If you still thought there may be room for manoeuvre, this nails it down.
“Regarding judicial cooperation in civil and commercial matters between the United Kingdom and the EU27, the Agreement should ensure that the recognition and enforcement of national judicial decisions handed down before the withdrawal date remain governed by the relevant provisions of Union law applicable before the withdrawal date. The Agreement should also ensure the continued application of the rules of Union law relating to choices of forum and choices of law made before the withdrawal date.”
This strongly suggests that the UK will not be able to repeal anything the Union has ever put into its laws or regulations prior to our leaving. Do we feel like Gulliver in Lilliput, tied down every which way?
“The Agreement should provide for arrangements relating to:
- a) “Judicial proceedings pending before the Court of Justice of the European Union on the withdrawal date involving the United Kingdom, United Kingdom natural and/or legal persons (including preliminary references); the Court of Justice should remain competent to adjudicate in these proceedings and its rulings must be binding upon the United Kingdom;
- d) “Continued enforceability of Union acts that impose pecuniary obligations and of judgments of the Court of Justice of the European Union, adopted or rendered before the withdrawal date or in the course of ongoing judicial and administrative proceedings.”
Yet more confirmation, if any were needed, that we are expected to remain tied down.
“The Agreement should set up an institutional structure to ensure an effective enforcement of the commitments under the Agreement, bearing in mind the Union’s interest in effectively protecting its autonomy and its legal order, including the role of the Court of Justice of the European Union.”
This confirms, again, that the role of the CJEU is to protect the “autonomy and legal order” of the EU.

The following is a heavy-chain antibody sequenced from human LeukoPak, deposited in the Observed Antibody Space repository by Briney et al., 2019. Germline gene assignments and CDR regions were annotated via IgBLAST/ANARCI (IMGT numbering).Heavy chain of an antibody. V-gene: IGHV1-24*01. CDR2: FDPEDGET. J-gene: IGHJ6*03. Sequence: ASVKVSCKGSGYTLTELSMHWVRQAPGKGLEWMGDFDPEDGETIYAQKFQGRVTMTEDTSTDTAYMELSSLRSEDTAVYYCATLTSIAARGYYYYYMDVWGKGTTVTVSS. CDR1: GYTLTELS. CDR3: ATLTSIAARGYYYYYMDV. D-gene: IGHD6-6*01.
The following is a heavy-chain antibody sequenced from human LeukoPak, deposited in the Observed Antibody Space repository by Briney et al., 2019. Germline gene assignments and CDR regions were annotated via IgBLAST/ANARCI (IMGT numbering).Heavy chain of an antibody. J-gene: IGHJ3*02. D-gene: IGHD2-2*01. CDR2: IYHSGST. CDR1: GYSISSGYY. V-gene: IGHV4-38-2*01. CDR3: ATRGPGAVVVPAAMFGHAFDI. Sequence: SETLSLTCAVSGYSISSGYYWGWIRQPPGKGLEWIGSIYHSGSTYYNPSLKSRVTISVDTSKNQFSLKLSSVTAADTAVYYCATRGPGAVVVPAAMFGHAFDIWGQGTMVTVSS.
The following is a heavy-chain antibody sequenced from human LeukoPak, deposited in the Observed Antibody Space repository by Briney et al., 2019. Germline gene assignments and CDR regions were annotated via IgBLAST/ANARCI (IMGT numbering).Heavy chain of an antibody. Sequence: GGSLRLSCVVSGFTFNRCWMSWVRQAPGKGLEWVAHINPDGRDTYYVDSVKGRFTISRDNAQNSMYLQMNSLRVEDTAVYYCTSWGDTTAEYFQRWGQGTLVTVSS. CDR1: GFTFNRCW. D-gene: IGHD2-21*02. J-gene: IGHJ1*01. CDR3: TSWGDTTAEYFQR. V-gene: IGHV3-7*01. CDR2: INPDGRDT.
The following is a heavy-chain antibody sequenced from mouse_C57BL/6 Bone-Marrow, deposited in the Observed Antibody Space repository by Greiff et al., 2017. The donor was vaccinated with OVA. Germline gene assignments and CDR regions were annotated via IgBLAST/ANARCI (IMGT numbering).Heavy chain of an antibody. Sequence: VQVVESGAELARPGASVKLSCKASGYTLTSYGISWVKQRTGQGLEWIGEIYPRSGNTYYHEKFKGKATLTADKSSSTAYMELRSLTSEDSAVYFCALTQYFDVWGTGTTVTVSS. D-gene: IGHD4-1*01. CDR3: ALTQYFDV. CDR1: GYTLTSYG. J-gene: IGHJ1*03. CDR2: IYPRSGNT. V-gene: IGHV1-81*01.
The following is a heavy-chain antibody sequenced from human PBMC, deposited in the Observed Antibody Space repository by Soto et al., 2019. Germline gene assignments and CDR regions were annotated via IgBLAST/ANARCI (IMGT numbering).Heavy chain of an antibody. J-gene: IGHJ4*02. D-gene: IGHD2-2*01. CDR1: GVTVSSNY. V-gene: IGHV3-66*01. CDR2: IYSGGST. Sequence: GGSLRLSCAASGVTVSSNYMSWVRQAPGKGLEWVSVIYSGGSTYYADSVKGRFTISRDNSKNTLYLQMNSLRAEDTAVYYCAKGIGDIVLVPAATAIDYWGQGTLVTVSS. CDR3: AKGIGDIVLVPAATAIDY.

“The Agreement should include provisions ensuring the settlement of disputes and the enforcement of the Agreement. In particular, these should cover disputes in relation to the following matters:
- – continued application of Union law;”
We can expect any such disputes to be adjudicated by the CJEU, which will bind the UK into continuing obedience to EU law. The CJEU is an activist court that is charged with interpreting EU law to further the aims of the EU. In other words the judges are not politically independent and do not rely on an impartial reading of the written law; they are in place to determine what the law, Treaties and so on say to meet the EU’s current objectives.
“In these matters, the jurisdiction of the Court of Justice of the European Union (and the supervisory role of the Commission) should be maintained. For the application and interpretation of provisions of the Agreement other than those relating to Union law, an alternative dispute settlement should only be envisaged if it offers equivalent guarantees of independence and impartiality to the Court of Justice of the European Union.”
The first sentence is as clear as it gets. The second implies that the CJEU is independent and impartial but it is neither.
[C] “Negotiations should seek to prevent a legal vacuum once the Treaties cease to apply to the United Kingdom …”
How could anyone argue with this, unless they understand what it implies. In the view of the EU a legal vacuum exists where the CJEU does not have jurisdiction.
[A] Position paper transmitted to EU27 on Governance (28 June 2017)
[B] EU Negotiating directives for Article 50 negotiations (22 May 2017)
[C] Draft guidelines following the United Kingdom’s notification under Article 50 TEU [Treaty on European Union] European Council (Art. 50) (29 April 2017)